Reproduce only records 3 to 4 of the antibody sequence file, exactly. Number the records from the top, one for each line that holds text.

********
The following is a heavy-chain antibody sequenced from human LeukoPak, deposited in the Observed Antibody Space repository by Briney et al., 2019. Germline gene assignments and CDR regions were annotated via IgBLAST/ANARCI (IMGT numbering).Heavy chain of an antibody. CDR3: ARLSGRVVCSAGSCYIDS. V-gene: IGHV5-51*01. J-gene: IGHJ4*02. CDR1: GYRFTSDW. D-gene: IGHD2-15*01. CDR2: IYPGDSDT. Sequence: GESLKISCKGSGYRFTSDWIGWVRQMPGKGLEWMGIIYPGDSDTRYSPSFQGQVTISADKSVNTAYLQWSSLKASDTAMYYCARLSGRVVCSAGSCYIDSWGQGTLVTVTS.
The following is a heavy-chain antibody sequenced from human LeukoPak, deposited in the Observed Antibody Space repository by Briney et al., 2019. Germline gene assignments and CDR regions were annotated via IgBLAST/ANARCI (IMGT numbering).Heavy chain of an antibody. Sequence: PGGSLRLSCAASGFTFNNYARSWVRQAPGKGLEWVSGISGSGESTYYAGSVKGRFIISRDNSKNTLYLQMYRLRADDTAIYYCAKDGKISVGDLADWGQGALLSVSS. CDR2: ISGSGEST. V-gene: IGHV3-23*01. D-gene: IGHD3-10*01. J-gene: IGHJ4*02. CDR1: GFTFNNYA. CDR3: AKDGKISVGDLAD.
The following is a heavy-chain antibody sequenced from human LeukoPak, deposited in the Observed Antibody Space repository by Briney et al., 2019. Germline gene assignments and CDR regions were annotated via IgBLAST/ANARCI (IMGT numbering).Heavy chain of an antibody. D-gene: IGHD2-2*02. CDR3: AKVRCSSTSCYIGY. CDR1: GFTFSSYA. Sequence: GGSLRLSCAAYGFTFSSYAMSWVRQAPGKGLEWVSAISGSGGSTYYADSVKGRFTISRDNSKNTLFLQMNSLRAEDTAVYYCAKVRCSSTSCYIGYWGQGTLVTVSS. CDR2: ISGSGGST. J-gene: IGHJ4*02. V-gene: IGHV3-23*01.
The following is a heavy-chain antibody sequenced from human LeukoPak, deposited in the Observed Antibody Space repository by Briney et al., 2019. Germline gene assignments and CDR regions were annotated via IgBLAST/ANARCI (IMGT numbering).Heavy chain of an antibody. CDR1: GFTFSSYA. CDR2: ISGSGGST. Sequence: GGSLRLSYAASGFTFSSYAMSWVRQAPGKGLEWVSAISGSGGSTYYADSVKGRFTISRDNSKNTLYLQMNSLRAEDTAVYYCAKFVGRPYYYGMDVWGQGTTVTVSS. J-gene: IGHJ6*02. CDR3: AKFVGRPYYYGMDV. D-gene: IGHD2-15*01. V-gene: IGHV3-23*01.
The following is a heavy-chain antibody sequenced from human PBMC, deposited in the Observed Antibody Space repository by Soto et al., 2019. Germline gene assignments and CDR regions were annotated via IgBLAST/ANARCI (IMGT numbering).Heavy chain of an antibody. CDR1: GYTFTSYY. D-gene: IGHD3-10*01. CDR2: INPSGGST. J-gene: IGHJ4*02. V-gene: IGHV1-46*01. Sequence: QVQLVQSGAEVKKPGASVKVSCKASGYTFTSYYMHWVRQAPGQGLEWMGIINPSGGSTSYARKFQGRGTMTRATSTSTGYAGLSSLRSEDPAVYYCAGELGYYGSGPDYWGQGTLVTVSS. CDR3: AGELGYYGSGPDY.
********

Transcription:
The following is a heavy-chain antibody sequenced from human LeukoPak, deposited in the Observed Antibody Space repository by Briney et al., 2019. Germline gene assignments and CDR regions were annotated via IgBLAST/ANARCI (IMGT numbering).Heavy chain of an antibody. D-gene: IGHD2-2*02. CDR3: AKVRCSSTSCYIGY. CDR1: GFTFSSYA. Sequence: GGSLRLSCAAYGFTFSSYAMSWVRQAPGKGLEWVSAISGSGGSTYYADSVKGRFTISRDNSKNTLFLQMNSLRAEDTAVYYCAKVRCSSTSCYIGYWGQGTLVTVSS. CDR2: ISGSGGST. J-gene: IGHJ4*02. V-gene: IGHV3-23*01.
The following is a heavy-chain antibody sequenced from human LeukoPak, deposited in the Observed Antibody Space repository by Briney et al., 2019. Germline gene assignments and CDR regions were annotated via IgBLAST/ANARCI (IMGT numbering).Heavy chain of an antibody. CDR1: GFTFSSYA. CDR2: ISGSGGST. Sequence: GGSLRLSYAASGFTFSSYAMSWVRQAPGKGLEWVSAISGSGGSTYYADSVKGRFTISRDNSKNTLYLQMNSLRAEDTAVYYCAKFVGRPYYYGMDVWGQGTTVTVSS. J-gene: IGHJ6*02. CDR3: AKFVGRPYYYGMDV. D-gene: IGHD2-15*01. V-gene: IGHV3-23*01.